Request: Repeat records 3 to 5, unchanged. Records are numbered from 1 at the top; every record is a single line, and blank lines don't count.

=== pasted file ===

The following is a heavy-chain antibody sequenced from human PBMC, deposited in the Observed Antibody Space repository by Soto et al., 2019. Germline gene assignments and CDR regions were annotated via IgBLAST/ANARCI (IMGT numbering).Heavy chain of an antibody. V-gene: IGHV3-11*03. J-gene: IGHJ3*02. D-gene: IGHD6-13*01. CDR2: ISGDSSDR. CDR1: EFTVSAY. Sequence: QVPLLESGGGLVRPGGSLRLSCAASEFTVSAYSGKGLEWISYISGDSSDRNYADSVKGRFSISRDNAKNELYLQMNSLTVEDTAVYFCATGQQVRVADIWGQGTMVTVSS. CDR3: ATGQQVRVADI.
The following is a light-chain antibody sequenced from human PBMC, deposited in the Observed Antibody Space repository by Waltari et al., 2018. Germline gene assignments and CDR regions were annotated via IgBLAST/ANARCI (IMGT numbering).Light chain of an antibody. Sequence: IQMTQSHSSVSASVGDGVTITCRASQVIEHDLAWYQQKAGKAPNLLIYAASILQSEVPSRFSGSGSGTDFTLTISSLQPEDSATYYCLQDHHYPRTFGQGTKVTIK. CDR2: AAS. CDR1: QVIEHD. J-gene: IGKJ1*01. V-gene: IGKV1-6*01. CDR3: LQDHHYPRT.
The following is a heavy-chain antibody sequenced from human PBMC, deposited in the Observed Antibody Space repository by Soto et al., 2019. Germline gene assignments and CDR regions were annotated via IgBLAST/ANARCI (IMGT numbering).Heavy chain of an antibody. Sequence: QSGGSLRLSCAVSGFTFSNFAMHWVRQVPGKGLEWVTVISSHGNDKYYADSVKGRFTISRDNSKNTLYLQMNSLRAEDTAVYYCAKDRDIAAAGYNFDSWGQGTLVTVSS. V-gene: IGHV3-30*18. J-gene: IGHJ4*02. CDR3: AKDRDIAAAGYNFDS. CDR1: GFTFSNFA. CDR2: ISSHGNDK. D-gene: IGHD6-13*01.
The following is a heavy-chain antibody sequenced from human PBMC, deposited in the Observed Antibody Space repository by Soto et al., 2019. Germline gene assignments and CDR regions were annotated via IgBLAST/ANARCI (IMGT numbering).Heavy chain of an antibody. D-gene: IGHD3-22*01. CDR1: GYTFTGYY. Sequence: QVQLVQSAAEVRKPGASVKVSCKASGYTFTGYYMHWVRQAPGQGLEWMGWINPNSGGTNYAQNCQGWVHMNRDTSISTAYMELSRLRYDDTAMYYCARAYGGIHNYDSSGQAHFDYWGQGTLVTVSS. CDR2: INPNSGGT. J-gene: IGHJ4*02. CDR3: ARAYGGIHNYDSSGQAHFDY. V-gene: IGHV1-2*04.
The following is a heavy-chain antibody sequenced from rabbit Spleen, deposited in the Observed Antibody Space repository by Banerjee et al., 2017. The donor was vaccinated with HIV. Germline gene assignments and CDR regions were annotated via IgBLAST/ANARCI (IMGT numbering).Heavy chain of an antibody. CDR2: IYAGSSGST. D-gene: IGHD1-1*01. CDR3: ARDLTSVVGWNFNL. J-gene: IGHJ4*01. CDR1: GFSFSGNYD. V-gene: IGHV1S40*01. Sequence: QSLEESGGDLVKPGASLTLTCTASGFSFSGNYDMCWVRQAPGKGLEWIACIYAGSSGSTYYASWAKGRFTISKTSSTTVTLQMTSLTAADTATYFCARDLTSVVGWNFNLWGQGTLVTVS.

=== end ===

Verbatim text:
The following is a heavy-chain antibody sequenced from human PBMC, deposited in the Observed Antibody Space repository by Soto et al., 2019. Germline gene assignments and CDR regions were annotated via IgBLAST/ANARCI (IMGT numbering).Heavy chain of an antibody. Sequence: QSGGSLRLSCAVSGFTFSNFAMHWVRQVPGKGLEWVTVISSHGNDKYYADSVKGRFTISRDNSKNTLYLQMNSLRAEDTAVYYCAKDRDIAAAGYNFDSWGQGTLVTVSS. V-gene: IGHV3-30*18. J-gene: IGHJ4*02. CDR3: AKDRDIAAAGYNFDS. CDR1: GFTFSNFA. CDR2: ISSHGNDK. D-gene: IGHD6-13*01.
The following is a heavy-chain antibody sequenced from human PBMC, deposited in the Observed Antibody Space repository by Soto et al., 2019. Germline gene assignments and CDR regions were annotated via IgBLAST/ANARCI (IMGT numbering).Heavy chain of an antibody. D-gene: IGHD3-22*01. CDR1: GYTFTGYY. Sequence: QVQLVQSAAEVRKPGASVKVSCKASGYTFTGYYMHWVRQAPGQGLEWMGWINPNSGGTNYAQNCQGWVHMNRDTSISTAYMELSRLRYDDTAMYYCARAYGGIHNYDSSGQAHFDYWGQGTLVTVSS. CDR2: INPNSGGT. J-gene: IGHJ4*02. CDR3: ARAYGGIHNYDSSGQAHFDY. V-gene: IGHV1-2*04.
The following is a heavy-chain antibody sequenced from rabbit Spleen, deposited in the Observed Antibody Space repository by Banerjee et al., 2017. The donor was vaccinated with HIV. Germline gene assignments and CDR regions were annotated via IgBLAST/ANARCI (IMGT numbering).Heavy chain of an antibody. CDR2: IYAGSSGST. D-gene: IGHD1-1*01. CDR3: ARDLTSVVGWNFNL. J-gene: IGHJ4*01. CDR1: GFSFSGNYD. V-gene: IGHV1S40*01. Sequence: QSLEESGGDLVKPGASLTLTCTASGFSFSGNYDMCWVRQAPGKGLEWIACIYAGSSGSTYYASWAKGRFTISKTSSTTVTLQMTSLTAADTATYFCARDLTSVVGWNFNLWGQGTLVTVS.